When the North Central region of the United States was threatened with a new invasive insect pest for vegetables, the North Central Integrated Pest Management Center (NCIPMC) funded a critical issue project for research in Ohio, Michigan, Minnesota and Indiana. The vegetable industry in that region is valued at approximately $500 million.
The research group’s goal was to detect the brown marmorated stink bug’s (BMSB) first appearance in these states and determine its range in different vegetables and then record damage and monitor population increase.
To conduct this research, the group used black light and pheromone traps in 30 locations in Ohio, five in Minnesota, six in Michigan and 13 in Indiana over a five-month period in 2011. No BMSB were trapped in three states while 166 were trapped in Ohio. The BMSB were trapped throughout the season with 80 caught in July, 30 in August, and 10 each in May, June and September in tomatoes and peppers. No BMSB were caught in sweet corn in this study.
Zsofia Szendrei, associate professor, Department of Entomology at Michigan State University, lead on the project, said one of the most important outcomes of the research was networking and communicating across state lines on the effectiveness of the different types of traps and discussing possible refinements. The USDA is also working on a better lure for the traps.
Results were published on the webpage of the Michigan State vegetable site so producers could track the threshold throughout the growing season. The research group also educated growers on BMSB at vegetable schools plus two reports were published and two state-based scouting workshops were held.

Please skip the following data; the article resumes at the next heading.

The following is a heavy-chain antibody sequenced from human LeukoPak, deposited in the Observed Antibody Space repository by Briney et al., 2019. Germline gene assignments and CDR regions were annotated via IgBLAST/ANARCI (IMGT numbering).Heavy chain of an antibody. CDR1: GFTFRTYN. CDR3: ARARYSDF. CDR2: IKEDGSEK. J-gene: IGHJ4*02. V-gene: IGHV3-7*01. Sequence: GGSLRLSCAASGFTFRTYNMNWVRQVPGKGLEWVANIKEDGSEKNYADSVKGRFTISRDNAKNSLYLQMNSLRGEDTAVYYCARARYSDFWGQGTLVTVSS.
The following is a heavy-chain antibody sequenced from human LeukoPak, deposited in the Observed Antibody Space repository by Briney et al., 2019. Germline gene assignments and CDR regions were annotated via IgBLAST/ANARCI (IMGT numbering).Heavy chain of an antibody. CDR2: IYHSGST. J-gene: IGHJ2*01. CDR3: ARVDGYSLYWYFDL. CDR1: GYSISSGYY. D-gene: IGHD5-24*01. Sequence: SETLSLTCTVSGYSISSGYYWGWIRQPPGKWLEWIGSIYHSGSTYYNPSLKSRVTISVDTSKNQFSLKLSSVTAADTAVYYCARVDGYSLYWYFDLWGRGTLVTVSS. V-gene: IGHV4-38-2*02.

Szendrei said, “Establishing the distribution in the early stages of invasion are critical to understanding the population dynamics. Once populations increase to economically damaging levels, information about cultural and chemical control will be critical to know and disseminate to growers via newsletters and other media outlets.” Perfecting traps and lures will continue to be important.
She also noted that although the number of BMSB trapped were fairly low, it was important to determine the distribution of this invasive species in the North Central vegetable production areas. BMSB have no natural enemies or controls.
It’s important to properly identify the BMSB as opposed to beneficial native stink bugs. BMSB has white band on their antennae and alternating black and white bands along the abdomen with a little red mixed in.
This project also leveraged other funding from the Specialty Crop Block Grant Program through the Minnesota Department of Agriculture from 2012-2013 for $79,295.00; Title: “Preparing Minnesota fruit and vegetable growers for the management of a new pest, the brown marmorated stink bug.”